If you signed up to receive emails from Chipotle Mexican Grill, you may have gotten more than just coupons in your inbox.
Last month, the fast food chain’s marketing service was breached. This led to customers receiving phishing emails and other dubious links that, when clicked, aimed to steal personal information. The cybersecurity attack occurred through Chipotle’s email vendor, Mailgun. Hackers were able to send out emails through the service in order to trick those who opted into the company’s database.
According to an INKY report, two vishing attacks, 14 cyber attacks impersonating USAA bank, and 105 emails redirecting to fake sites were sent from July 13th to July 16th. The hacking of Chipotle’s marketing service is similar to another attack that occurred in May. The May attack has been linked to Nobelium, a threat actor that was credited with the SolarWinds attack on the United States government earlier this year. Inky believes this current attack appears to be a case of copying, and not another Nobelium related case.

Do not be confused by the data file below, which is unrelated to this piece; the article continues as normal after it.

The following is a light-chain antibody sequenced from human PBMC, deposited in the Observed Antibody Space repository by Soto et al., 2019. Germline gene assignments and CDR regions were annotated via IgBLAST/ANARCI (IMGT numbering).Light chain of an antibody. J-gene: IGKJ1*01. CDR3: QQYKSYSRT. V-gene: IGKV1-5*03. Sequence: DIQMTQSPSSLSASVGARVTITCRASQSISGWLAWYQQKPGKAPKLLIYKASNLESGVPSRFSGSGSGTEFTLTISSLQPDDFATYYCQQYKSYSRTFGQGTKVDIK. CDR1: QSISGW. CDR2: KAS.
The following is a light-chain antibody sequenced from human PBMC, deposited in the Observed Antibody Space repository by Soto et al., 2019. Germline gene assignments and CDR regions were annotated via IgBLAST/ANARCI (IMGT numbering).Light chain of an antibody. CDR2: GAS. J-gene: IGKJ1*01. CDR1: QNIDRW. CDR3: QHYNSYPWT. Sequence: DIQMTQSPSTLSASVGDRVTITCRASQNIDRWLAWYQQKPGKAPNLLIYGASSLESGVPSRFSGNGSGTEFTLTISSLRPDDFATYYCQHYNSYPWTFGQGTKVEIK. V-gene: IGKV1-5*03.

The Mexican restaurant chain also suffered a security breach back in 2017, where payment card information was stolen using malware. It affected the majority of restaurants under the chain, around 2,250 at the time. The information stolen included names, CC numbers, security codes as well as card expiration dates. The malware was removed from their computer systems after an investigation.
If you find out your sensitive information has been compromised in a data breach, you should first change any passwords or credentials associated with a hacked account. You can then alert the necessary authorities, such as the Federal Trade Commission (FTC) by reporting fraudulent activity here. You should also make sure to review your credit report and credit card statements for any suspicious activity. Freezing or locking your credit reports is also an option.
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